Sorry that this is really long. I hope it’s somewhat helpful.

  3. vanessafowler says:

    Edited version:
    The fighters’ hopes ignited the air with expectation, and along with the pumpkin pies and roasted chestnuts, Correnstrait’s stick-fighting championships were part of the season’s delights. Molly had struggled to make a name for herself, but now she was in the regional quarter-finals. As a sixteen-year-old refugee from the North, this was a big opportunity for her. The guys had already had their first tournament, and Paul, her older brother, had placed first as expected. It was Molly’s turn to fight, and she was going to face Peace from the Pine Forests. But Molly was worried because Paul wasn’t there. He had promised her that he would come, and he always kept his promises. Molly checked her pendant. Molly’s pendant had a bird, a sparrow, that would transform to show the emotions of the other pendant’s bearer, and Paul wore the twinned pendant. Paul had given her the pendant to comfort her when they had fled the North two years earlier. So even when Paul and Molly were apart, they could still know how each other was doing. Wherever he was, Paul was not doing well. It was time for Molly to get into the dirt pit. She scanned the stands one more time, but Paul was nowhere there.
    Now Molly faced Peace. Peace looked clever and pretty, with her narrow face and straw hair, woven through with lots of little braids. Peace must have been about two years older than her, about the same age as Paul. Peace eyed at Molly’s pendant and smiled at her. And then the pit master rang the bell for the fight to begin.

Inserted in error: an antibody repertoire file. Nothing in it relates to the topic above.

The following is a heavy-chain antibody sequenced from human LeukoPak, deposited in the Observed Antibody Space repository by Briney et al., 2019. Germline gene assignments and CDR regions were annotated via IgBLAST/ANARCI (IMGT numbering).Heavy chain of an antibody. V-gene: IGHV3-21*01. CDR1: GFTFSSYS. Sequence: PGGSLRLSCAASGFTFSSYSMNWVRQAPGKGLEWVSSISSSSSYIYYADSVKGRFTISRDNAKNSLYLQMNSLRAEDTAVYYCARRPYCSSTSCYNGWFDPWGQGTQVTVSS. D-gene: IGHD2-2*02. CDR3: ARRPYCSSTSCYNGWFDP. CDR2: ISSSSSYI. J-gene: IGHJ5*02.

Molly glanced up at the stands one more time to check for Paul, and in a blur, Peace jammed the length of her stick into the back of Molly’s legs, and Molly sank to her knees, hands landing in the red, moist dirt. Peace gave a forceful jab of the stick into Molly’s side, and Molly’s face fell into the dirt, too. Molly closed her dark eyes; the pit spun around her as her thoughts ensnared her.
    I’m losing way too fast, thought Molly. I don’t think I’ve ever even seen someone loose this fast.
    “Is this a joke?” yelled a woman from the crowd. “Who let this girl into the rink?”
    I’m glad I can’t see that woman’s face. Molly took a deep breath.
    Molly sighed and opened her eyes. Peace stood in front of her.
    She feels pity for me. Peace’s lively grey eyes were an easy read now.
    Molly stood back up, and Peace smiled at her again. This time Molly knew better than to let her guard down. The girls circled each other, but Peace sprang fast and Molly’s breath gushed from her mouth as she doubled over. The gathered crowd silenced.
    I think I’m going to throw up, thought Molly.
    Molly felt the coolness of a drizzling rain on her hair and back. She pushed herself up and readied her fighting stick. Molly swung her stick towards Peace’s fighting arm but missed.
    Focus, she told herself. Forget about Paul for now.
    “At least put on the semblance of a fight,” Peace challenged, so only Molly could hear.
    Molly spun her stick around and caught Peace in the legs. Peace stumbled but caught herself and fought Molly back. The crowd cheered.
    Molly took a second to glance back at her pendant. The sparrow was gone.
    I have to get away from here. I have to find out what’s happened to Paul.
    Molly stepped in close to Peace. “I’m done here.”
    Peace shook her head. “What?”
    Molly nodded.